Diversity of litter-dwelling beetles in the Ouachita highlands of Arkansas, USA (Insecta: Coleoptera)

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A survey of forest litter-inhabiting Coleoptera was conducted in deciduous forests of the Ouachita Mountains in western Arkansas during 1991-1992. A total of 102 Berlese samples were collected, weighed, and processed during the 12-month study. From 741 kg of sifted forest litter, we counted and sorted 10 663 adult beetles representing 46 families and 400 species. The family Staphylinidae was taxonomically and numerically dominant, comprising 46% of species and 63% of individuals. Problems in assessing species richness of forest litter Coleoptera faunas result from a lack of taxonomic revisions, occurrence of sex-limited diagnostic characters, and inadequate information about larval-adult species associations and life histories. A randomized species accumulation curve indicated that species addition ranged from 14 species per sample during the first ten samples to 1.5 species per sample during the final ten. Richness estimates generated from the empirical data ranged from 434 species (Michaelis-Menten and Coleman richness estimators) to 590 species (second order jackknife). The area sampled is biogeographically significant because it harbors numerous habitat-restricted species that are endemic to the Ouachita Mountains or the Interior Highland region, as well as disjunct populations of species that are also found in the southern Appalachian Mountains. Deciduous forest habitats of the Ouachita Mountains, particularly beech-maple riparian forest, should be given special consideration in forest conservation planning because of their significance as refugia for these and other endemic and disjunct arthropods.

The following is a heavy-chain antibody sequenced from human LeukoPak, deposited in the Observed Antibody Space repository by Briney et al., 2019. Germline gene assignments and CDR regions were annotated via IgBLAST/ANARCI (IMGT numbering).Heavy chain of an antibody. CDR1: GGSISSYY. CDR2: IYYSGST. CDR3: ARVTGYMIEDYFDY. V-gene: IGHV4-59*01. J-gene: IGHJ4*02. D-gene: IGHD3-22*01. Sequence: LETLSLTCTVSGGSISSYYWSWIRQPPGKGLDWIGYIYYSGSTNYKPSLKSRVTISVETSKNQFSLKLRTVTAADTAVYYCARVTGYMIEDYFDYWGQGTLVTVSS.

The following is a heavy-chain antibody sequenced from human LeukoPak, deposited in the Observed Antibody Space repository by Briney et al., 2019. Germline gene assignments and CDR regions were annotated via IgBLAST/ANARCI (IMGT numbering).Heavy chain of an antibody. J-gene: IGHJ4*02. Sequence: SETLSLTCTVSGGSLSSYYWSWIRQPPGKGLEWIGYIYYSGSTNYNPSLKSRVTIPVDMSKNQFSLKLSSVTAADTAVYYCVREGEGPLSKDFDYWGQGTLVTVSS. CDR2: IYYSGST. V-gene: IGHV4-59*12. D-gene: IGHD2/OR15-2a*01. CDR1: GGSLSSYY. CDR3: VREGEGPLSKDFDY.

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Biodiversity and Conservation

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